The other day, I was talking with my friend Aaron (@riddlebrothers) about all of the various e-mail addresses we have and how we use them. At one point, after discussing the virtues of using Yahoo! Mail, I mentioned that the e-mail addresses I have hosted on my own servers are often unreliable. I told him that I rarely give out anything but my Yahoo! e-mail address, because a lot of messages get lost in cyberspace with my other accounts.
He asked me if I had looked into using Google Apps for my domain-based e-mail services. I honestly hadn’t thought about it before (in fact, I made a post a while back about how strange it was that everyone was moving to Gmail). However, his suggestion made sense. Following are some of the advantages I see in moving your e-mail over to Google Apps:
I mentioned a few weeks ago that I got a new HP notebook at work, along with a 30″ LCD monitor. As I said in my original post, I am really happy with the way the thing performs. I was able to convert a 30-minute video in about 10 or 15 minutes (a process that took upwards of four hours on my old computer) with no major slowdowns while working on other activities.
However, I am annoyed each morning when I have to go through a rather rigorous process to get the computer started up and configured properly.
Following are the tasks I have to perform every morning before everything on the computer starts working the way it should. If anyone has any suggestions on how I might be able to get these things working a little more efficiently, I would be grateful to hear them.
Start up the computer, login to Windows.
Restart the computer to get dual-head working properly (my HP LP3065 30″ monitor always seems to be recognized when the bios starts up, but once Windows logs me in, it is nowhere to be found in the device manager or display setup, no matter how many times I press the appropriate function button on my keyboard – after a restart, however, it is usually recognized just fine and my dual-head configuration goes back to the way it was when I shut down the computer the day before).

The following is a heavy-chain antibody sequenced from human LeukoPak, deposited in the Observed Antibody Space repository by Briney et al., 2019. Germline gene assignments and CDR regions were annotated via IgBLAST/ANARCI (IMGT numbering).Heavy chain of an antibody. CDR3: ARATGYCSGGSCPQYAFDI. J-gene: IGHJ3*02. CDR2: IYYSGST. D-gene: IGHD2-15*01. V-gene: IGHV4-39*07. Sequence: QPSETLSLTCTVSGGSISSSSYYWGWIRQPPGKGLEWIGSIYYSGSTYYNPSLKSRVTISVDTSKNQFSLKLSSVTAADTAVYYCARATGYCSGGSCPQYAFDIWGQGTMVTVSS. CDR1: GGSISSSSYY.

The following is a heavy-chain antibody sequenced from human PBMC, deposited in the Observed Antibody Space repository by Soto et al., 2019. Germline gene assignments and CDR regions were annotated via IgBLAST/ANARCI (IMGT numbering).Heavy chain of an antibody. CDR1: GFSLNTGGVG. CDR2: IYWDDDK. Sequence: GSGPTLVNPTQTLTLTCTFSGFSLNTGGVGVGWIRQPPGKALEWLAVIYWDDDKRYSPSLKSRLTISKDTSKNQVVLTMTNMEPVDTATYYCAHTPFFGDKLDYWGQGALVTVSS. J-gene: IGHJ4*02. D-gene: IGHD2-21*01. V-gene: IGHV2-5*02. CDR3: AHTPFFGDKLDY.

Connect my Bluetooth headset.
Go to the Bluetooth settings and disconnect “hands-free audio”, then connect “Bluetooth stereo audio.”
Remap all of my shared network folders.
Because I am logging into my local computer rather than logging onto our Windows domain, I have to sign in with a separate username and password.
If I instruct Windows to reconnect my mapped network drives at login, I end up getting locked out of the network altogether; to the point where I can’t even login to our Exchange server through the Webmail interface.
When I arrived at work this morning, I tried to open Outlook only to have it pop up and tell me it couldn’t open. A long, rambling error message spouted on and on about the fact that Outlook couldn’t open because it couldn’t communicate with the Exchange server. First of all, I’m lost as to why Outlook can’t even open when it’s unable to communicate with the server. How does that stop Outlook from working altogether? Regardless, I couldn’t access the Exchange server through the Webmail interface, either, as the entire server was down.